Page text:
For those familiar with Neil Gaiman's Coraline, a story in which a little girl becomes trapped in a house identical to her own except that her mother has black buttons for eyes, his latest dark fairytale, The Ocean at the End of the Lane, will make perfect sense.
The hero, a friendless seven-year old boy, meets a strangely knowing 11-year-old girl, her mother and grandmother, who live in an old-fashioned farm at the bottom of his road after a lodger who is staying with the boy's family commits suicide.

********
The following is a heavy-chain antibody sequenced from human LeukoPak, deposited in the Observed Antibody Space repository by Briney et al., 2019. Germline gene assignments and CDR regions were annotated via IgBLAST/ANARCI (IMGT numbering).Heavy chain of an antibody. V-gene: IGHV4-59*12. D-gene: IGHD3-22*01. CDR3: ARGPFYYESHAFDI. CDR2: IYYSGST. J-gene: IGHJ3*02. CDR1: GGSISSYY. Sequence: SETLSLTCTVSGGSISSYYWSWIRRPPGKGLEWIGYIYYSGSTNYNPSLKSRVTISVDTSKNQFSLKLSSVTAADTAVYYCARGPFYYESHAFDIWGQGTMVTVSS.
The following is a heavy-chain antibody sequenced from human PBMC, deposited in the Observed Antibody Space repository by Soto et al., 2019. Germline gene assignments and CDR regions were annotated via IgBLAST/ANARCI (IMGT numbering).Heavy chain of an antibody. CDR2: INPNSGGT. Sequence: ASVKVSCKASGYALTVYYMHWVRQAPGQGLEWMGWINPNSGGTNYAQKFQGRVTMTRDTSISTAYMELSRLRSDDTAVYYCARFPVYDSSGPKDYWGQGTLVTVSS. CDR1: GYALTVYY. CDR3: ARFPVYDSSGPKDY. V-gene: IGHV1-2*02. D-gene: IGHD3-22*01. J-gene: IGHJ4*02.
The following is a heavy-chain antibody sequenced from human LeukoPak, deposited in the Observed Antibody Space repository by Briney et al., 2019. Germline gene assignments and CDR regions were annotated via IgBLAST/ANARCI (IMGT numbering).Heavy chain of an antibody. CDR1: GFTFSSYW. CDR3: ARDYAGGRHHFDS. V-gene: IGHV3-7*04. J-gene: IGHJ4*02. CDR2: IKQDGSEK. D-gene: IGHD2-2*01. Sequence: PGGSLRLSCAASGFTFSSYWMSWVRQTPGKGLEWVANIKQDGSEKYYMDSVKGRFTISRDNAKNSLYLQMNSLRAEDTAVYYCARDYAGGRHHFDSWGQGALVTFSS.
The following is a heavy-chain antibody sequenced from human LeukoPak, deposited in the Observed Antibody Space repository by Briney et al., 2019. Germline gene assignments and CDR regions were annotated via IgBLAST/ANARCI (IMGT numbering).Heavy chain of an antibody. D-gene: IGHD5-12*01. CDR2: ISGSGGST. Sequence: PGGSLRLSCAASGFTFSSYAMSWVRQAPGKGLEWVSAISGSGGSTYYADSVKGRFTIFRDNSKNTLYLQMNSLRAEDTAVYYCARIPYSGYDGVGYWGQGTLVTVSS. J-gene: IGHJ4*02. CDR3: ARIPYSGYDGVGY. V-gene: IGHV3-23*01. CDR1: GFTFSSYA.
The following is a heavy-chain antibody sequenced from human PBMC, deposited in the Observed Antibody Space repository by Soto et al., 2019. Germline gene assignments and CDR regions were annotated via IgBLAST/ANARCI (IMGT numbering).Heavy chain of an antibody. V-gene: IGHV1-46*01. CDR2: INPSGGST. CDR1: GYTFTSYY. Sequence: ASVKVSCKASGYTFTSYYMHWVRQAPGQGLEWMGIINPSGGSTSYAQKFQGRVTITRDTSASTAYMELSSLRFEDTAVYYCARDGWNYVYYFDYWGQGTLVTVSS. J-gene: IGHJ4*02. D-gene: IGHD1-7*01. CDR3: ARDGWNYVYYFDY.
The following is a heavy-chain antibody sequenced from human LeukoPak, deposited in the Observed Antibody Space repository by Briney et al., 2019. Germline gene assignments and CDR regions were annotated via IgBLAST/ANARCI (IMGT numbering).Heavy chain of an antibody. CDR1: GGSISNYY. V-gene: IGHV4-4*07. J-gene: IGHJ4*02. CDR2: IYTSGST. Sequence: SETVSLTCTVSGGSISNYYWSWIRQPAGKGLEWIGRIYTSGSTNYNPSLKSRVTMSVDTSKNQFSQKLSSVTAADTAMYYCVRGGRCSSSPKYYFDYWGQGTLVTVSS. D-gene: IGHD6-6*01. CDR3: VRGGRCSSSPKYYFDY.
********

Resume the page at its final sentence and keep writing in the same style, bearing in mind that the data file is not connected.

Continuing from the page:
The man's death releases evil forces that threaten the fabric of the boy's family and his very life in this scary story, made all the more frightening by its childlike narrative perspective.
Gaiman's assured and observant writing helps the reader to suspend any sense of disbelief as the forces of nature and eternal knowledge take on a pitiless, ancient evil.
Not that it is ever expressed in such straightforward terms. Strangely gripping stuff.